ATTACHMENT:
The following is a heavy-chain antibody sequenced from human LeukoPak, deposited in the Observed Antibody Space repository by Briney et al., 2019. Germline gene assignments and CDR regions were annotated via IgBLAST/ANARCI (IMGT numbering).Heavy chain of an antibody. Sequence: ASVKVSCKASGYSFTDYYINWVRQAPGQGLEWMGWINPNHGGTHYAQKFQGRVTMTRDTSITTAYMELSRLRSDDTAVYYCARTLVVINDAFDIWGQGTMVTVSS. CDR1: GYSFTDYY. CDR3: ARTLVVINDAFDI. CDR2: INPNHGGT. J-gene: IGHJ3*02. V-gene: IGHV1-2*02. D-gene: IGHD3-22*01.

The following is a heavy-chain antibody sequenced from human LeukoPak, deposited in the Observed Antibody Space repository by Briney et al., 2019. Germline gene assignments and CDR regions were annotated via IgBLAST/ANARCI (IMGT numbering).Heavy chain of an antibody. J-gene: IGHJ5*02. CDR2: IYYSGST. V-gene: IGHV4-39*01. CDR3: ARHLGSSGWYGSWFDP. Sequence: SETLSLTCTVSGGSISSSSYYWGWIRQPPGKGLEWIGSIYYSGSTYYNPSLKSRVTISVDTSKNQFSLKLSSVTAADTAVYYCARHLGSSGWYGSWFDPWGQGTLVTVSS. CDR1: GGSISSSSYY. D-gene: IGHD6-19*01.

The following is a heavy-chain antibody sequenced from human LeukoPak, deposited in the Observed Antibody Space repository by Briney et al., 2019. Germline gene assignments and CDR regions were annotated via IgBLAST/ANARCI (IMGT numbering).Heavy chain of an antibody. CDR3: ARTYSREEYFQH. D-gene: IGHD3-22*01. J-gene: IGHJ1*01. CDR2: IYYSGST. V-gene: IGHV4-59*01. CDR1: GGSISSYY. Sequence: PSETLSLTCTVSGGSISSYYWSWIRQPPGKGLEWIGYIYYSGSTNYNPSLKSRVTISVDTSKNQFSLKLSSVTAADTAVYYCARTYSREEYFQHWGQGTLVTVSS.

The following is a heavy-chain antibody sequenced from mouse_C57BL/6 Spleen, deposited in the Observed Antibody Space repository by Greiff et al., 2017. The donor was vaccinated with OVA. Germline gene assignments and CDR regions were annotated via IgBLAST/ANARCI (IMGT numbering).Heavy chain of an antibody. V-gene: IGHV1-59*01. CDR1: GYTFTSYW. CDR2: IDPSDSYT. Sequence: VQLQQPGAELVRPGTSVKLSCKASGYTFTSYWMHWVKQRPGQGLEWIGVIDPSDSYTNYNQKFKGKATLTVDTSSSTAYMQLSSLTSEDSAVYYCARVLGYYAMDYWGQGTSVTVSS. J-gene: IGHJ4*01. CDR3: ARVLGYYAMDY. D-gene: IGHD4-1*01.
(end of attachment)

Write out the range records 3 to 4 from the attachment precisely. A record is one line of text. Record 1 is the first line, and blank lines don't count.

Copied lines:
The following is a heavy-chain antibody sequenced from human LeukoPak, deposited in the Observed Antibody Space repository by Briney et al., 2019. Germline gene assignments and CDR regions were annotated via IgBLAST/ANARCI (IMGT numbering).Heavy chain of an antibody. CDR3: ARTYSREEYFQH. D-gene: IGHD3-22*01. J-gene: IGHJ1*01. CDR2: IYYSGST. V-gene: IGHV4-59*01. CDR1: GGSISSYY. Sequence: PSETLSLTCTVSGGSISSYYWSWIRQPPGKGLEWIGYIYYSGSTNYNPSLKSRVTISVDTSKNQFSLKLSSVTAADTAVYYCARTYSREEYFQHWGQGTLVTVSS.

The following is a heavy-chain antibody sequenced from mouse_C57BL/6 Spleen, deposited in the Observed Antibody Space repository by Greiff et al., 2017. The donor was vaccinated with OVA. Germline gene assignments and CDR regions were annotated via IgBLAST/ANARCI (IMGT numbering).Heavy chain of an antibody. V-gene: IGHV1-59*01. CDR1: GYTFTSYW. CDR2: IDPSDSYT. Sequence: VQLQQPGAELVRPGTSVKLSCKASGYTFTSYWMHWVKQRPGQGLEWIGVIDPSDSYTNYNQKFKGKATLTVDTSSSTAYMQLSSLTSEDSAVYYCARVLGYYAMDYWGQGTSVTVSS. J-gene: IGHJ4*01. CDR3: ARVLGYYAMDY. D-gene: IGHD4-1*01.